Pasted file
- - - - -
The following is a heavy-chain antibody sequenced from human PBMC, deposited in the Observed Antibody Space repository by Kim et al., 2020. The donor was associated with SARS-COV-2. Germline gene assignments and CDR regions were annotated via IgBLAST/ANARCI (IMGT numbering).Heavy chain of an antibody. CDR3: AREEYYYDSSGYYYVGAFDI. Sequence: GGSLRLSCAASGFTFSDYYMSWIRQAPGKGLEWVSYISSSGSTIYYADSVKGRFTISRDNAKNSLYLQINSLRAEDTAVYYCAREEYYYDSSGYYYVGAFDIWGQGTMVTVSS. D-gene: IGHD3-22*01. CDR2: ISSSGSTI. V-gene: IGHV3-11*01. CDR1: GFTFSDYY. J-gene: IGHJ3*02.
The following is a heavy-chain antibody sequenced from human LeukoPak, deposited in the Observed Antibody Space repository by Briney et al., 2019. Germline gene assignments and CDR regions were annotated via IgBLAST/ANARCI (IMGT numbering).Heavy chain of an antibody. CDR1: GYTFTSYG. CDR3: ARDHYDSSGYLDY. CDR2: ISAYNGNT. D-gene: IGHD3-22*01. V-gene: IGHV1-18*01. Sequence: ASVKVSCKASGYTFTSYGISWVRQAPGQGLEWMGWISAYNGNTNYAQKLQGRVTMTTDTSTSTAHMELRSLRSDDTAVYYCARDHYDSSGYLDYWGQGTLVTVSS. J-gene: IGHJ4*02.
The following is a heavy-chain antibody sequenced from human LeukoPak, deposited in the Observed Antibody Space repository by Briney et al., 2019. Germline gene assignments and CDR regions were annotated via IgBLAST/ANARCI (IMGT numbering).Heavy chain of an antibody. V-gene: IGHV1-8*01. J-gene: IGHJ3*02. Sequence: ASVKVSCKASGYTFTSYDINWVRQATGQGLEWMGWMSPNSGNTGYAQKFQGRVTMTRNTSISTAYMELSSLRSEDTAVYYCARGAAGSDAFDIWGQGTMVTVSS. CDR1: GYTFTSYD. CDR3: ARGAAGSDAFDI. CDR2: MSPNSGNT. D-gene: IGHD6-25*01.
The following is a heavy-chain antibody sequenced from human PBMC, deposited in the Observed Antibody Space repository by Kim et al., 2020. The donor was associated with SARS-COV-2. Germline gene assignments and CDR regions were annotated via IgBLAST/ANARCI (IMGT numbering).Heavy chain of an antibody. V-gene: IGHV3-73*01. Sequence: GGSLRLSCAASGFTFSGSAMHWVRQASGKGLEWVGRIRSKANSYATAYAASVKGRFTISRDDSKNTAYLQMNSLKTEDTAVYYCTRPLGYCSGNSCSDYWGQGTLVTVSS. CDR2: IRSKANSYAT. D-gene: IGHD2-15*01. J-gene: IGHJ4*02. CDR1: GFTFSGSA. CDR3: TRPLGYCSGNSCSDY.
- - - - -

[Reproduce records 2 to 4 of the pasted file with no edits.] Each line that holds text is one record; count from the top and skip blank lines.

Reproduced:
The following is a heavy-chain antibody sequenced from human LeukoPak, deposited in the Observed Antibody Space repository by Briney et al., 2019. Germline gene assignments and CDR regions were annotated via IgBLAST/ANARCI (IMGT numbering).Heavy chain of an antibody. CDR1: GYTFTSYG. CDR3: ARDHYDSSGYLDY. CDR2: ISAYNGNT. D-gene: IGHD3-22*01. V-gene: IGHV1-18*01. Sequence: ASVKVSCKASGYTFTSYGISWVRQAPGQGLEWMGWISAYNGNTNYAQKLQGRVTMTTDTSTSTAHMELRSLRSDDTAVYYCARDHYDSSGYLDYWGQGTLVTVSS. J-gene: IGHJ4*02.
The following is a heavy-chain antibody sequenced from human LeukoPak, deposited in the Observed Antibody Space repository by Briney et al., 2019. Germline gene assignments and CDR regions were annotated via IgBLAST/ANARCI (IMGT numbering).Heavy chain of an antibody. V-gene: IGHV1-8*01. J-gene: IGHJ3*02. Sequence: ASVKVSCKASGYTFTSYDINWVRQATGQGLEWMGWMSPNSGNTGYAQKFQGRVTMTRNTSISTAYMELSSLRSEDTAVYYCARGAAGSDAFDIWGQGTMVTVSS. CDR1: GYTFTSYD. CDR3: ARGAAGSDAFDI. CDR2: MSPNSGNT. D-gene: IGHD6-25*01.
The following is a heavy-chain antibody sequenced from human PBMC, deposited in the Observed Antibody Space repository by Kim et al., 2020. The donor was associated with SARS-COV-2. Germline gene assignments and CDR regions were annotated via IgBLAST/ANARCI (IMGT numbering).Heavy chain of an antibody. V-gene: IGHV3-73*01. Sequence: GGSLRLSCAASGFTFSGSAMHWVRQASGKGLEWVGRIRSKANSYATAYAASVKGRFTISRDDSKNTAYLQMNSLKTEDTAVYYCTRPLGYCSGNSCSDYWGQGTLVTVSS. CDR2: IRSKANSYAT. D-gene: IGHD2-15*01. J-gene: IGHJ4*02. CDR1: GFTFSGSA. CDR3: TRPLGYCSGNSCSDY.